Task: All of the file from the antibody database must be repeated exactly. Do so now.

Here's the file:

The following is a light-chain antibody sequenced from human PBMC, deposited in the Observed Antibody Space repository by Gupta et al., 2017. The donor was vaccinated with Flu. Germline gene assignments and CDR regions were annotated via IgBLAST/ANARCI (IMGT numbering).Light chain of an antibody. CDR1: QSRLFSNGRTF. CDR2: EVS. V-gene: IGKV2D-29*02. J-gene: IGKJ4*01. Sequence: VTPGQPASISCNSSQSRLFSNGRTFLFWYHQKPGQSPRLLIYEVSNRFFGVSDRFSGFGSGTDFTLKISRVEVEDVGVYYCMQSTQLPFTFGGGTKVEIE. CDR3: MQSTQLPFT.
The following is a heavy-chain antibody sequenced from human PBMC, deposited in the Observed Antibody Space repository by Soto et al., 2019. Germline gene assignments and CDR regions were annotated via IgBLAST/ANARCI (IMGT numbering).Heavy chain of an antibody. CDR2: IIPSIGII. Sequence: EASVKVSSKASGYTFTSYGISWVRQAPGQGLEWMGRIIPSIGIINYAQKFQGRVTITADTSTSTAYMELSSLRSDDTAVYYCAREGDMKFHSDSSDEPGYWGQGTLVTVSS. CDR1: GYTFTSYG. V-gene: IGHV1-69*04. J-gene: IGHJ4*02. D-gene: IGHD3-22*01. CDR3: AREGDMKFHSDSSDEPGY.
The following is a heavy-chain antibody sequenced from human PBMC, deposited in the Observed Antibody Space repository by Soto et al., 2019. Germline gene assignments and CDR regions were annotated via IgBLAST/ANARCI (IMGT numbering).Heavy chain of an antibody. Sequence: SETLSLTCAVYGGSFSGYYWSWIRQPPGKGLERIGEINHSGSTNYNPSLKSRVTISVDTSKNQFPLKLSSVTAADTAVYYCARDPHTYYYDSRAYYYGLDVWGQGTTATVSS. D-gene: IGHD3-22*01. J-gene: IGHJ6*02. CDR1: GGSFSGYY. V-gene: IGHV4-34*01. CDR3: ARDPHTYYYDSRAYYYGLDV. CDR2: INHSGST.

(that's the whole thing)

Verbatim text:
The following is a light-chain antibody sequenced from human PBMC, deposited in the Observed Antibody Space repository by Gupta et al., 2017. The donor was vaccinated with Flu. Germline gene assignments and CDR regions were annotated via IgBLAST/ANARCI (IMGT numbering).Light chain of an antibody. CDR1: QSRLFSNGRTF. CDR2: EVS. V-gene: IGKV2D-29*02. J-gene: IGKJ4*01. Sequence: VTPGQPASISCNSSQSRLFSNGRTFLFWYHQKPGQSPRLLIYEVSNRFFGVSDRFSGFGSGTDFTLKISRVEVEDVGVYYCMQSTQLPFTFGGGTKVEIE. CDR3: MQSTQLPFT.
The following is a heavy-chain antibody sequenced from human PBMC, deposited in the Observed Antibody Space repository by Soto et al., 2019. Germline gene assignments and CDR regions were annotated via IgBLAST/ANARCI (IMGT numbering).Heavy chain of an antibody. CDR2: IIPSIGII. Sequence: EASVKVSSKASGYTFTSYGISWVRQAPGQGLEWMGRIIPSIGIINYAQKFQGRVTITADTSTSTAYMELSSLRSDDTAVYYCAREGDMKFHSDSSDEPGYWGQGTLVTVSS. CDR1: GYTFTSYG. V-gene: IGHV1-69*04. J-gene: IGHJ4*02. D-gene: IGHD3-22*01. CDR3: AREGDMKFHSDSSDEPGY.
The following is a heavy-chain antibody sequenced from human PBMC, deposited in the Observed Antibody Space repository by Soto et al., 2019. Germline gene assignments and CDR regions were annotated via IgBLAST/ANARCI (IMGT numbering).Heavy chain of an antibody. Sequence: SETLSLTCAVYGGSFSGYYWSWIRQPPGKGLERIGEINHSGSTNYNPSLKSRVTISVDTSKNQFPLKLSSVTAADTAVYYCARDPHTYYYDSRAYYYGLDVWGQGTTATVSS. D-gene: IGHD3-22*01. J-gene: IGHJ6*02. CDR1: GGSFSGYY. V-gene: IGHV4-34*01. CDR3: ARDPHTYYYDSRAYYYGLDV. CDR2: INHSGST.